- Tracking and optimizing marketing investment. Figuring out what works in a marketing context has always been challenging. The tracking capabilities of today’s modern MA platforms help answer that eternal question. Cross-channel integration allows you to track and optimize your strategies, providing the insights you need to improve your ROI.
- Increasing productivity of your marketing team. This is an easy one to score as a win. By their design and functionality, professional services marketing automation systems almost always have a dramatic impact on marketing team productivity. That’s what they were designed to do: take the repetitive drudgery out of marketing campaigns. Of course, they need to be set up initially — an often laborious process — but after that, the time savings accrue every day.
- Saving billable time. The battle between billable time and business development has long been a fixture of the “seller-doer” model. Potential clients want to meet and get to know whom they will be working with. As the person with the expertise, you are the product. So if a prospect is screened, qualified and nurtured in advance of interacting with the billable professional, that saves a lot of non-billable business development hours. Better-qualified, better-educated prospects maximize billable time.
When you reflect on this list of strategic marketing priorities, it is easy to see why marketing automation has enjoyed so much growth and innovation. It turns strategies that would be costly and hard to implement into practical realities.
The Marketing Automation Process
While the promise of automated marketing is music to many professionals’ ears, the reality is often very disappointing. There is a simple reason for this sad state of affairs.
Bad marketing, automated, is still bad marketing.
But there is a better way. We believe that many of the common problems associated with professional services marketing automation can be avoided by following a systematic process. Let’s run through the key steps.
Step 1. Research your target audiences.
The most effective marketing automation strategies are grounded in an accurate understanding of your target audiences. There is no better way to accomplish this than through structured, systematic research.
As practicing professionals, we feel that we know our clients well. But personal experience can easily lead you astray. You will likely be overconfident and miss blind spots in your understanding. Firms that do systematic research on their target audiences grow faster and are more profitable.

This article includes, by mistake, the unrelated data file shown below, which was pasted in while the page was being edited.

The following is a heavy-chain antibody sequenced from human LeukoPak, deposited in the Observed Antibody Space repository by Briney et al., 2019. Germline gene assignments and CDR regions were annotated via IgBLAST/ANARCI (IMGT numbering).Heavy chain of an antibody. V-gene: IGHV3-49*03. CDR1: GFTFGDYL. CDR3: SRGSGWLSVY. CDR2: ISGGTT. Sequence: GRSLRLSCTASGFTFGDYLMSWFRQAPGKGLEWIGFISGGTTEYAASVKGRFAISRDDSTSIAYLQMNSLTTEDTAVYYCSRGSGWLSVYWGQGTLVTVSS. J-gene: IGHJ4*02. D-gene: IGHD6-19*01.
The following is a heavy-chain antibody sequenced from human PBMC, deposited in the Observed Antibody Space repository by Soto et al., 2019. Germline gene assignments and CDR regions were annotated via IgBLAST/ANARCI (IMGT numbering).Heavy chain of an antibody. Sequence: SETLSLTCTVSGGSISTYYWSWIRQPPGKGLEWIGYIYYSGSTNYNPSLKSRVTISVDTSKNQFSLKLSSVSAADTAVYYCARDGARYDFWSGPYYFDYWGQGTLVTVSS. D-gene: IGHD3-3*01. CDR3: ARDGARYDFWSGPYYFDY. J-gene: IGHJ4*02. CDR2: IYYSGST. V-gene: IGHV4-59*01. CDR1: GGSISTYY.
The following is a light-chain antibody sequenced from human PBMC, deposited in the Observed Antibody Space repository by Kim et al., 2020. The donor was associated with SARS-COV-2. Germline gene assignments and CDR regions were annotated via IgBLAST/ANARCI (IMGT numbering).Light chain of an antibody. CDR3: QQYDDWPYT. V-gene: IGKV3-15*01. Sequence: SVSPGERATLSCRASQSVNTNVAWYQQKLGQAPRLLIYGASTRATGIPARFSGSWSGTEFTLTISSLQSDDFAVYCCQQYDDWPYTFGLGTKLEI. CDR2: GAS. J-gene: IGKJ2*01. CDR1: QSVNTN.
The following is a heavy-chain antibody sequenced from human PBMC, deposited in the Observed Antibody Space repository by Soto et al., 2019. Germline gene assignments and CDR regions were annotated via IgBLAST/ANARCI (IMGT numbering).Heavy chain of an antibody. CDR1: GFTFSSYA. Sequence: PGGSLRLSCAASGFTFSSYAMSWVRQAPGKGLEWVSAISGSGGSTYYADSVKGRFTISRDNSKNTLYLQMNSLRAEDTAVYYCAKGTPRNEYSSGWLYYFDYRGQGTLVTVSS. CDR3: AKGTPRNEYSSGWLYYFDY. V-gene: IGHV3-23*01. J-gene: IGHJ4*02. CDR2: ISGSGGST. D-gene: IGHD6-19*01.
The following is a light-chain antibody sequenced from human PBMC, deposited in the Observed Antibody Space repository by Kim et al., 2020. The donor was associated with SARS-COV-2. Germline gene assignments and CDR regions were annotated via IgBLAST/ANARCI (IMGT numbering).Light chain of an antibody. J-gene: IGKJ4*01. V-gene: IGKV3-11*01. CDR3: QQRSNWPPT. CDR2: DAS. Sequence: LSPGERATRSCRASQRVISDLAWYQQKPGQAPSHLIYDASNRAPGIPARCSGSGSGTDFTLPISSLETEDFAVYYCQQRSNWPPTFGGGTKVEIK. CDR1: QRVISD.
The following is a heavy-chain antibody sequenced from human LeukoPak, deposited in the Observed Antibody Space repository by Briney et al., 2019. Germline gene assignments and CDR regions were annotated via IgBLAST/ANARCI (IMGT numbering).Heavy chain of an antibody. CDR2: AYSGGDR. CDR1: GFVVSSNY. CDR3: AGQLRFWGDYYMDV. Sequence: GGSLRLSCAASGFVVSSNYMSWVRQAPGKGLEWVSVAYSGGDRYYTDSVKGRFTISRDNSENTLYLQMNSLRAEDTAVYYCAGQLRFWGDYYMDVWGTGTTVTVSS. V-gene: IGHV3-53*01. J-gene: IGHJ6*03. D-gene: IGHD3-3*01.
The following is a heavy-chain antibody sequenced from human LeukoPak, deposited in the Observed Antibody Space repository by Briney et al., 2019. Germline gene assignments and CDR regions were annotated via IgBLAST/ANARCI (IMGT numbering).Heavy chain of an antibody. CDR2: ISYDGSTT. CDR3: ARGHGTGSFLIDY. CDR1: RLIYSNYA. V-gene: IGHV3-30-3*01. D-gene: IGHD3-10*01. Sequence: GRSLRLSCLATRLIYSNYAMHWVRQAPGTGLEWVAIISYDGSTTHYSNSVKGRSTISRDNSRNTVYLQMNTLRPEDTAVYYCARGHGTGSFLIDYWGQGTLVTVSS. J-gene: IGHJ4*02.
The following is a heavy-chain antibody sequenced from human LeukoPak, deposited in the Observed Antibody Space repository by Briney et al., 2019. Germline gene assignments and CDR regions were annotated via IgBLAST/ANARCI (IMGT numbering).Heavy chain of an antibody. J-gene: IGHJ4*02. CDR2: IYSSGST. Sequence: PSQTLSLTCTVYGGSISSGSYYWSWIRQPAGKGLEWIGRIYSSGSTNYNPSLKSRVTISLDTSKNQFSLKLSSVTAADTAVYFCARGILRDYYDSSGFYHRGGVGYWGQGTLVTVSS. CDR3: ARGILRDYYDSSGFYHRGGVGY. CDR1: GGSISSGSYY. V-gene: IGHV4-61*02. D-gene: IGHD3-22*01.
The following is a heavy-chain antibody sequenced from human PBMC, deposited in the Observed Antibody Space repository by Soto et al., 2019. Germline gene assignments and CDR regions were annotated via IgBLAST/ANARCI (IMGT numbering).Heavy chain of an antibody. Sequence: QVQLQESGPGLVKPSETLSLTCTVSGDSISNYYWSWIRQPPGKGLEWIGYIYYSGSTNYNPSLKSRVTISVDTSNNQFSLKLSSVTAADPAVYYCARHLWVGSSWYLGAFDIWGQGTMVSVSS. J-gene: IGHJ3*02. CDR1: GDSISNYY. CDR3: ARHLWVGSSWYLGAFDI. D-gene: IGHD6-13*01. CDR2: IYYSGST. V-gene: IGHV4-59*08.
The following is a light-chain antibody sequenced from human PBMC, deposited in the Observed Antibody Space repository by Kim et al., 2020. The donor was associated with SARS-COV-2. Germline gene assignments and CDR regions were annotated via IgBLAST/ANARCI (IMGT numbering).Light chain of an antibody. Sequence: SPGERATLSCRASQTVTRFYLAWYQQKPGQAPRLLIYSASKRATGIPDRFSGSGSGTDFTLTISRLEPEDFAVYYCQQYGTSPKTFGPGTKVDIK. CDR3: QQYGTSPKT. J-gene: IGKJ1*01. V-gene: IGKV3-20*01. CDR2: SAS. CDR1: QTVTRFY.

Where should you focus your research? As much as possible, you should try to understand the full client journey. A client satisfaction survey alone does not help you understand which issues motivate your clients and drive their firm selection process. Where do they go for new insights? Which conferences do they attend? This type of information will be invaluable as you build your automation strategy.
For a quick overview of the most productive areas of research, check out this post on the top business research questions. To dig deeper into the research process and understand which research approaches are best suited to your needs, download our guide to professional services research.
Step 2. Identify your strategic marketing goals.
Sadly, many firms approach marketing automation with only the foggiest idea of what specific business goals they want to accomplish (see Marketing Automation Strategies above). Let’s say you want to grow a specific practice or the firm as a whole. What should your strategic marketing goals be?
The obvious answer is that they should be aimed at solving the specific issues that are inhibiting growth. The research that you just completed in Step1 will be immensely helpful in providing answers. In one case, the issue may be insufficient visibility with your target audience. In another, it may be a depressed closing percentage. How can you tell the difference?
Start by organizing your analysis in the context of a marketing funnel (see Figure 2). Examine each stage of the process to determine where your practice or firm is falling short.
Figure 2. The marketing funnel
Do you have too few leads? Are they well qualified? Is your nurture process effective? Do they convert into business opportunities? Are they easy or difficult to close?